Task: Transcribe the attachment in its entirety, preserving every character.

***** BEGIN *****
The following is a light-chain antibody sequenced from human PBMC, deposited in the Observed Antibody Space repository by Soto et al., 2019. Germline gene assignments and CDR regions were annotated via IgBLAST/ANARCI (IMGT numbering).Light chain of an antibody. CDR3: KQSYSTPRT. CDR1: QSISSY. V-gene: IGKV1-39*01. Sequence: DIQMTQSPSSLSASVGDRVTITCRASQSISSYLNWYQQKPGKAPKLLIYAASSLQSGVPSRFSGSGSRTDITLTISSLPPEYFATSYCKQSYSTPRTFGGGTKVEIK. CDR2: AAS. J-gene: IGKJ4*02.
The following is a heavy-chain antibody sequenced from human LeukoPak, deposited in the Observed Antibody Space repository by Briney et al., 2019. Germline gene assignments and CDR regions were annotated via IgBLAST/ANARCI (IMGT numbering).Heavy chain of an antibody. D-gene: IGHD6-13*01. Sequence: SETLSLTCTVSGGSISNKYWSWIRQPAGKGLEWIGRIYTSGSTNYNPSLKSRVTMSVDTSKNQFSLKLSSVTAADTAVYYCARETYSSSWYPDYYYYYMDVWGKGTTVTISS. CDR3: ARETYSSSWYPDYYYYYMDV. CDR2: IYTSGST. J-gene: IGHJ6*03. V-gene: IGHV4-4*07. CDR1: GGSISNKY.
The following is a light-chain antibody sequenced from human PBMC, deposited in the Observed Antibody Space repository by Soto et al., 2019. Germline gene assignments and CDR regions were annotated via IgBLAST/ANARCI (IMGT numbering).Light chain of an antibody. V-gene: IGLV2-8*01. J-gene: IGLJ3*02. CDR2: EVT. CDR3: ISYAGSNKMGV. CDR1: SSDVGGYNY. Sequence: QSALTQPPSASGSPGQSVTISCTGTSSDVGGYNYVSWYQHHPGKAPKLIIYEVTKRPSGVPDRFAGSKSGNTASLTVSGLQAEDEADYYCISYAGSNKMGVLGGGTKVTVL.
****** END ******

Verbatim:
The following is a light-chain antibody sequenced from human PBMC, deposited in the Observed Antibody Space repository by Soto et al., 2019. Germline gene assignments and CDR regions were annotated via IgBLAST/ANARCI (IMGT numbering).Light chain of an antibody. CDR3: KQSYSTPRT. CDR1: QSISSY. V-gene: IGKV1-39*01. Sequence: DIQMTQSPSSLSASVGDRVTITCRASQSISSYLNWYQQKPGKAPKLLIYAASSLQSGVPSRFSGSGSRTDITLTISSLPPEYFATSYCKQSYSTPRTFGGGTKVEIK. CDR2: AAS. J-gene: IGKJ4*02.
The following is a heavy-chain antibody sequenced from human LeukoPak, deposited in the Observed Antibody Space repository by Briney et al., 2019. Germline gene assignments and CDR regions were annotated via IgBLAST/ANARCI (IMGT numbering).Heavy chain of an antibody. D-gene: IGHD6-13*01. Sequence: SETLSLTCTVSGGSISNKYWSWIRQPAGKGLEWIGRIYTSGSTNYNPSLKSRVTMSVDTSKNQFSLKLSSVTAADTAVYYCARETYSSSWYPDYYYYYMDVWGKGTTVTISS. CDR3: ARETYSSSWYPDYYYYYMDV. CDR2: IYTSGST. J-gene: IGHJ6*03. V-gene: IGHV4-4*07. CDR1: GGSISNKY.
The following is a light-chain antibody sequenced from human PBMC, deposited in the Observed Antibody Space repository by Soto et al., 2019. Germline gene assignments and CDR regions were annotated via IgBLAST/ANARCI (IMGT numbering).Light chain of an antibody. V-gene: IGLV2-8*01. J-gene: IGLJ3*02. CDR2: EVT. CDR3: ISYAGSNKMGV. CDR1: SSDVGGYNY. Sequence: QSALTQPPSASGSPGQSVTISCTGTSSDVGGYNYVSWYQHHPGKAPKLIIYEVTKRPSGVPDRFAGSKSGNTASLTVSGLQAEDEADYYCISYAGSNKMGVLGGGTKVTVL.